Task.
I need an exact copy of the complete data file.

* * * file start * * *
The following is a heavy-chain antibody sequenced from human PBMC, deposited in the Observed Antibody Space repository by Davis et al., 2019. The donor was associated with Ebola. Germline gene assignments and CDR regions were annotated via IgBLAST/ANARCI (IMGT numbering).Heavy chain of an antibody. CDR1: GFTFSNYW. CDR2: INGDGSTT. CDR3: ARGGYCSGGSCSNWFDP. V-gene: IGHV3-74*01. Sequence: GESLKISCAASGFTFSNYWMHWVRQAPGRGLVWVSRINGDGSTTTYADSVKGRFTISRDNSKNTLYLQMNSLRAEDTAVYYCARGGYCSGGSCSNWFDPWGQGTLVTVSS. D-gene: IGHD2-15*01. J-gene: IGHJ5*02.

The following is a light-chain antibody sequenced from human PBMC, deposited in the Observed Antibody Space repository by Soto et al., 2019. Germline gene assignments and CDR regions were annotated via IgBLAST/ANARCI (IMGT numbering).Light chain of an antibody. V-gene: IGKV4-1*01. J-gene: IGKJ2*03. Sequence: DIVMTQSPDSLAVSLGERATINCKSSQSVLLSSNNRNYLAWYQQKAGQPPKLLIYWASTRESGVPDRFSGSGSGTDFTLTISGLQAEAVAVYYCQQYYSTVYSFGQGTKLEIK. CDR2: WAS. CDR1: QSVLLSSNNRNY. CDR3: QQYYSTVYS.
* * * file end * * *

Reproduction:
The following is a heavy-chain antibody sequenced from human PBMC, deposited in the Observed Antibody Space repository by Davis et al., 2019. The donor was associated with Ebola. Germline gene assignments and CDR regions were annotated via IgBLAST/ANARCI (IMGT numbering).Heavy chain of an antibody. CDR1: GFTFSNYW. CDR2: INGDGSTT. CDR3: ARGGYCSGGSCSNWFDP. V-gene: IGHV3-74*01. Sequence: GESLKISCAASGFTFSNYWMHWVRQAPGRGLVWVSRINGDGSTTTYADSVKGRFTISRDNSKNTLYLQMNSLRAEDTAVYYCARGGYCSGGSCSNWFDPWGQGTLVTVSS. D-gene: IGHD2-15*01. J-gene: IGHJ5*02.

The following is a light-chain antibody sequenced from human PBMC, deposited in the Observed Antibody Space repository by Soto et al., 2019. Germline gene assignments and CDR regions were annotated via IgBLAST/ANARCI (IMGT numbering).Light chain of an antibody. V-gene: IGKV4-1*01. J-gene: IGKJ2*03. Sequence: DIVMTQSPDSLAVSLGERATINCKSSQSVLLSSNNRNYLAWYQQKAGQPPKLLIYWASTRESGVPDRFSGSGSGTDFTLTISGLQAEAVAVYYCQQYYSTVYSFGQGTKLEIK. CDR2: WAS. CDR1: QSVLLSSNNRNY. CDR3: QQYYSTVYS.